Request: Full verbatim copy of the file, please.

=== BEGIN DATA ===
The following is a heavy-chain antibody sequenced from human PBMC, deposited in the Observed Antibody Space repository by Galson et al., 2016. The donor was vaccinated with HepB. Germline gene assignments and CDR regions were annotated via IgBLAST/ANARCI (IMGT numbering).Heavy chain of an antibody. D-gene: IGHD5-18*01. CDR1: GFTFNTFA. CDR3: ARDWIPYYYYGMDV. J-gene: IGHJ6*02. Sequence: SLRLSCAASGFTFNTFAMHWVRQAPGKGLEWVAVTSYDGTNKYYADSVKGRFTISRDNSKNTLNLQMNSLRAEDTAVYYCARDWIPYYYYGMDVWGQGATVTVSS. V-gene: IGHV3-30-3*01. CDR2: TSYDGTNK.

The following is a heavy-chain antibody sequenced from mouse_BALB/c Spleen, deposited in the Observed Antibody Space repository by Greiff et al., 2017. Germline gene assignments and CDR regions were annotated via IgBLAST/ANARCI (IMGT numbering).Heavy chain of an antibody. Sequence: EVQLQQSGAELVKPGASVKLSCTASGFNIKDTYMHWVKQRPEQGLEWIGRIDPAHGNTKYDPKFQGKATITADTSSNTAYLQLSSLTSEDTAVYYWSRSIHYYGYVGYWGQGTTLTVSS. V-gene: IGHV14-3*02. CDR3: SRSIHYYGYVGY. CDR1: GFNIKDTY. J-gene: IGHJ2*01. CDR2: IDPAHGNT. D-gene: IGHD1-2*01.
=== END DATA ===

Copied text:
The following is a heavy-chain antibody sequenced from human PBMC, deposited in the Observed Antibody Space repository by Galson et al., 2016. The donor was vaccinated with HepB. Germline gene assignments and CDR regions were annotated via IgBLAST/ANARCI (IMGT numbering).Heavy chain of an antibody. D-gene: IGHD5-18*01. CDR1: GFTFNTFA. CDR3: ARDWIPYYYYGMDV. J-gene: IGHJ6*02. Sequence: SLRLSCAASGFTFNTFAMHWVRQAPGKGLEWVAVTSYDGTNKYYADSVKGRFTISRDNSKNTLNLQMNSLRAEDTAVYYCARDWIPYYYYGMDVWGQGATVTVSS. V-gene: IGHV3-30-3*01. CDR2: TSYDGTNK.

The following is a heavy-chain antibody sequenced from mouse_BALB/c Spleen, deposited in the Observed Antibody Space repository by Greiff et al., 2017. Germline gene assignments and CDR regions were annotated via IgBLAST/ANARCI (IMGT numbering).Heavy chain of an antibody. Sequence: EVQLQQSGAELVKPGASVKLSCTASGFNIKDTYMHWVKQRPEQGLEWIGRIDPAHGNTKYDPKFQGKATITADTSSNTAYLQLSSLTSEDTAVYYWSRSIHYYGYVGYWGQGTTLTVSS. V-gene: IGHV14-3*02. CDR3: SRSIHYYGYVGY. CDR1: GFNIKDTY. J-gene: IGHJ2*01. CDR2: IDPAHGNT. D-gene: IGHD1-2*01.